This week I got to ride Debbie's new Arab, Mick, twice. Such a nice horse, so pretty, nice shoulder, good neck, well trained, obedient, and with a good attitude. Still he is not perfect. Riding him I feel less power under me than I do with Mia and Cider. Part of the reason for this is however well trained Mick is, somehow the previous trainers and riders did not do the gymnastic work necessary to strenthen Mick's hind end, and when I look past his sheer beauty I see that he is very close behind and that his hindquarters are not well muscled. Back when I was less disabled and when I had easy access to hills this would not be a problem, a few months of first walking up and down the hills, then trotting up the hills and walking back down, are virtually a sure guarantee for strengthening a horse's hindquarters. After a month or two the horse's muscles get stronger and he ends up enjoying going up fast. No problem at all. Alas, I get exhausted too quick nowadays, and besides the land at Debbie's stable is flat, flat, flat.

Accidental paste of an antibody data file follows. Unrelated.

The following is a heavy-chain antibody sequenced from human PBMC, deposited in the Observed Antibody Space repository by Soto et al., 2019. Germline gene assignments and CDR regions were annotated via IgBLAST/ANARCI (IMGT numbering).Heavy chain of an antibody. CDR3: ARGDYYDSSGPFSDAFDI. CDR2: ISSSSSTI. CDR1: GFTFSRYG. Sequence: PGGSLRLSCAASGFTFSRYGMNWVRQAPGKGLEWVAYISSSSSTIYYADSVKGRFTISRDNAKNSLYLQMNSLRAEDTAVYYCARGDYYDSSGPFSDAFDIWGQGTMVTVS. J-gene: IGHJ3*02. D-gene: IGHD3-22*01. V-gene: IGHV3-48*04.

During my lesson on Wednesday, even after taking off the nose band rein on my Spirit Bridle and riding mostly on slack reins, Mick went with his head drooped low, with his neck 'broken' at the third vertebrae. Most of the time there was no push from the hind hoof to the rein, in fact my seat did not feel much of a push either. Mia pushes harder with her hind legs, Mia who is around thirty and has an occult spavin, manages to push from the hind hoof into the rein. Yes, she was soooo weak that it took me a few months of riding her just 30 min. to 1 hour a week before she could do this, but ever since she has properly taken up proper contact in obedience to the urging of my legs. Mick is nowhere as weak as Mia was when I started riding her, Mick is sound in the hocks, but somehow this all important lesson of sending energy into the reins was neglected. Mick's walk had NO impulse no matter how much leg I used (not much, I get tired quickly), and his trot was little better. All this time Mick was perfectly willing to move forward, obedient to both hand and leg, springing promptly from the walk into the trot, it is just that the little extra push I am used to just was not there. Combine this lack of push from the hindquarters with the neck 'broken' at the third vertebrae means that my legs were always asking for impulse and not getting it. Could it be that Mick had so much impulse when he was trained that the impulse was trained right out of him? Mick should be a power house compared to Mia, instead Mia is a power house compared to Mick, at least at the speeds I ride. Apparantly Mick does better in the group lessons when it is more exciting because there are other horses moving around him, but alone in the ring--no way.